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Biosensors 2017, 7(3), 24; doi:10.3390/bios7030024

Communication
Optical Tracking and Digital Quantification of Beating Behavior in Bioengineered Human Cardiac Organoids
Mahesh Devarasetty 1,2, Steven Forsythe 1, Thomas D. Shupe 1, Shay Soker 1,2,3,4, Colin E. Bishop 1, Anthony Atala 1,2 and Aleksander Skardal 1,2,3,4,*
1
Wake Forest Institute for Regenerative Medicine, Wake Forest School of Medicine, Medical Center Boulevard, Winston-Salem, NC 27157, USA
2
Virginia Tech-Wake Forest School of Biomedical Engineering and Sciences, Wake Forest School of Medicine, Winston-Salem, NC 27157, USA
3
Department of Cancer Biology, Wake Forest School of Medicine, Medical Center Boulevard, Winston-Salem, NC 27157, USA
4
Comprehensive Cancer Center at Wake Forest Baptist Medical, Medical Center Boulevard, Winston-Salem, NC 27157, USA
*
Correspondence: Tel.: +1-336-713-1649; Fax: +1-336-713-7290
Received: 15 March 2017 / Accepted: 17 June 2017 / Published: 23 June 2017

Abstract

:
Organoid and organ-on-a-chip technologies are rapidly advancing towards deployment for drug and toxicology screening applications. Liver and cardiac toxicities account for the majority of drug candidate failures in human trials. Liver toxicity generally produces liver cell death, while cardiac toxicity causes adverse changes in heart beat kinetics. In traditional 2D cultures, beating kinetics can be measured by electrode arrays, but in some 3D constructs, quantifying beating kinetics can be more challenging. For example, real time measurements of calcium flux or contractile forces are possible, yet rather complex. In this communication article, we demonstrate a simple sensing system based on software code that optically analyzes video capture files of beating cardiac organoids, translates these files in representations of moving pixels, and quantifies pixel movement activity over time to generate beat kinetic plots. We demonstrate this system using bioengineered cardiac organoids under baseline and drug conditions. This technology offers a non-invasive, low-cost, and incredibly simple method for tracking and quantifying beating behavior in cardiac organoids and organ-on-a-chip systems for drug and toxicology screening.
Keywords:
organoid; organ-on-a-chip; heartbeat; biosensing; drug response; cardiomyocytes; cardiac organoids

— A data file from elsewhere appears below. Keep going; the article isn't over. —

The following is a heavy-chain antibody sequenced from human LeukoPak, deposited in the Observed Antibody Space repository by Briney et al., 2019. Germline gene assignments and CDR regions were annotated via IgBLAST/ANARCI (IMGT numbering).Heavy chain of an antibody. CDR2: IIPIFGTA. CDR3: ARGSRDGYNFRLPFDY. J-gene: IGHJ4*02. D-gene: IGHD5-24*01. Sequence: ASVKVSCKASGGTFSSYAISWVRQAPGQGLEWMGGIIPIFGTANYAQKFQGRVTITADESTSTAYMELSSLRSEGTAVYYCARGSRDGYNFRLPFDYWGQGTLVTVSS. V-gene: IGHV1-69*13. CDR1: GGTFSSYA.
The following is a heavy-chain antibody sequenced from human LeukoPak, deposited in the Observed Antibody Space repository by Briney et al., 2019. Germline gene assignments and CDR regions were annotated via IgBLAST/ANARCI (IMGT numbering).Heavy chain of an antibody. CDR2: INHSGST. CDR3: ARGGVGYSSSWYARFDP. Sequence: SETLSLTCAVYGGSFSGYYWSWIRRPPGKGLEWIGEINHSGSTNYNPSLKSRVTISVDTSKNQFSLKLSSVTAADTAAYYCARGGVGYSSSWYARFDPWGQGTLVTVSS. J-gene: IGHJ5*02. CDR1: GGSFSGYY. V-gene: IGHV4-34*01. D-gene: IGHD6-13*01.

1. Introduction

Bioengineered organoid models and organ-on-a-chip, also known as microphysiological systems, have rapidly advanced in recent years for applications such as disease modeling and pharmacology/toxicology screening [1,2]. These model systems take on a wide variety of form factors, ranging from spheroid-based tissues, 3D cell cultures in engineered 3D matrices, and bioprinted constructs. Further development of bioengineered organ systems [3,4], combined with advanced microfluidic hardware, has resulted in organ-on-a-chip platforms that produce physiologically relevant responses to drugs and toxins. These platforms take a variety of forms, from single cell analysis devices to complex integrated organoid systems that can be employed for drug testing, toxicology [5], high throughput screens, and disease modeling [6,7]. These platforms bring together a variety of parameters that allow better mimicry of in vivo conditions, including 3D architecture, circulation, and integration of multiple tissues within one platform [1]. While a variety of tissues have been represented in these organoid and organ-on-a-chip systems, liver and cardiac platforms dominate the current research and development landscape. This is due to the fact that liver and cardiac toxicities account for the majority of drug candidate failures in human trials [8,9,10]. Unfortunately, a lack of models that accurately predict human drug toxicity drives up the cost of drug development [11].
One of the most important considerations when designing microphysiological models for drug screening is the strategy for reporting on the effects of a drug on the target tissue. For liver, this is relatively straightforward; as toxicity is indicated by cell injury or death. A wide variety of commercially available assays may be employed to measure cell death and decreases in cell function [12]. With respect to microphysiological cardiac models, measurement of compromised cell function is more difficult. Generally, cardiac toxicity does not result in cardiomyocyte death, but rather, manifests as changes in heartbeat rate or beating kinetics [13]. In traditional 2D cultures, beating kinetics can be easily measured by multi-electrode array (MEA) [13]. However, in 3D model systems, quantifying beat kinetics can be more challenging. Because these models are 3D, they do not always lend themselves to the planar MEA format. For example, to employ a MEA for measuring beating kinetics of spheroids, one would have to seed the spheroid on the MEA, and allow the spheroid to adhere and spread over the substrate, at which point it is no longer a spheroid. However, measurement techniques for recording cardiac organoid beating kinetics do exist. For example, real time measurement of calcium flux or contractile force are possible [8,14], but are rather complex, requiring fluorescent probes tied to ion channel function, complex imaging hardware, or complicated force transducing devices. These methodologies require either direct manipulation of the cells themselves, or biofabrication of the tissue constructs in or around a device that measures force, neither of which are completely non-invasive and limit the range of application.